Charles Wollenberg took twenty years to write his 173-page volume, Berkeley: A City in History. That's not because he's a slow writer. He just didn't mean for it to be a book. As a history professor at Berkeley City College, he developed a series of lectures that took shape and gradually congealed into a manuscript over two decades. Several years ago, Wollenberg published a first version of the book as an e-book via the Berkeley Public Library web site.
Familiarity might breed contempt, but it also breeds good, credible writing. The longtime resident's credentials — he's been an oral historian for the Bancroft Library, a history consultant at the Oakland Museum of California and the New San Francisco History Museum, and served on the board and as a fellow of the California Historical Society — make him a qualified recorder and discerner of Berkeley history.
Still, his isn't an academic text or a comprehensive treatise on Berkeley's existence. Rather, it's meant to place Berkeley into a larger Bay Area and California context, highlighting important moments and currents that influence the present. I sat down with him in his downtown office in early March. With the green hills of Berkeley as a backdrop, Wollenberg and I hashed out the still unfolding story of this in/famous city.
Q: In the preface you argue this book is relevant to Berkeley and non-Berkeley residents alike.
A: Berkeley has had a huge impact — much greater than any normal city of just a hundred thousand people. Much of that has to do with the presence of the university. Think about the role Berkeley played in setting the tone of the 1960s. There is a sense in which the city seems bigger than it is. The earlier version of this manuscript came out as an e-book on the Berkeley Public Library's web site and shows up on a lot of Google and Yahoo searches. So I've had this experience over the last couple of years of getting e-mails and phone calls from people all over the United States asking specific questions about Berkeley history. I don't think that would be true about, say, Hayward.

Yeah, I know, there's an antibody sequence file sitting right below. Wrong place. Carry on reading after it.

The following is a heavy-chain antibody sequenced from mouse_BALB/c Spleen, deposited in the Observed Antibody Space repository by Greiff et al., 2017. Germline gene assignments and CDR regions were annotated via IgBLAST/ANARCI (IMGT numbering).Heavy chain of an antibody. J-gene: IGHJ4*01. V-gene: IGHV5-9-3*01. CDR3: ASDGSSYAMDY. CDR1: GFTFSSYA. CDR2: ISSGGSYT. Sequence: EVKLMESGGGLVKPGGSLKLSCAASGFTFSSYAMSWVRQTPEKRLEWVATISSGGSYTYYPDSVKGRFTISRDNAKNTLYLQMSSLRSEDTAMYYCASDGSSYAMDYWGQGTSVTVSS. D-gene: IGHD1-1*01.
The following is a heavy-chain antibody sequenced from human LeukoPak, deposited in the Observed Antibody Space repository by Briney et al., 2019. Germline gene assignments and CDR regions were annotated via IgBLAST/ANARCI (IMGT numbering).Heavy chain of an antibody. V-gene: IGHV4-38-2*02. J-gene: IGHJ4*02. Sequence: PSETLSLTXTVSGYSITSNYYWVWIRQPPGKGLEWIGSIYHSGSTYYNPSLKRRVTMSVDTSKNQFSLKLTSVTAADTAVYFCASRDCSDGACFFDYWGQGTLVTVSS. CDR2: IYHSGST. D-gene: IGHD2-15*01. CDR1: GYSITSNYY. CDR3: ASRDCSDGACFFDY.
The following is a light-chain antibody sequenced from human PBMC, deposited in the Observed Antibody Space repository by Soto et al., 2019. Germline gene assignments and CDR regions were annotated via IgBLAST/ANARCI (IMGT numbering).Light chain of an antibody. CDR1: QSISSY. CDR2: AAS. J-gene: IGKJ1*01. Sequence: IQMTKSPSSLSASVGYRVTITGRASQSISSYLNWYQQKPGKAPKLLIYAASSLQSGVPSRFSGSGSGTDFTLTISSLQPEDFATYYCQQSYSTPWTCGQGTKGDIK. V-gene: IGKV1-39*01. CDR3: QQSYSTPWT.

Q: Right. People seem to talk about this small city as an equal in weight to, say, Chicago or San Francisco.
A: But on the other hand, outside of the Bay Area or maybe California, when people use the word Berkeley they are assuming they are talking about a university rather than a city. You know when you send an e-mail to a Cal professor the address he or she uses is @Berkeley.edu, not @UniversityofCalifornia-Berkeley or something. There's that sense in which the university has sort of appropriated the identity of the city, for better or worse.
Q: You mention that the native peoples here — the Ohlone, for instance — were aware of agriculture and agricultural techniques but didn't really practice it except for the growing of tobacco, which I think is kind of funny and somehow fitting.
A: They didn't go the final step of actually planting stuff because they didn't have to. This was an extraordinarily productive area for a hunting and gathering way of life. I think it's unusual in that you have a hunting and gathering people who were at the same time very sedentary in that they lived in a relatively small place and they didn't have to migrate because it was so resource-rich. So they didn't need to grow much in the way of crops. People who write about California Indian cultures say it was fairly common for them to grow a kind of wild tobacco to be used in a ceremonial sense and not just recreational sense. In many places there wasn't enough of it growing wild so the people would cultivate it.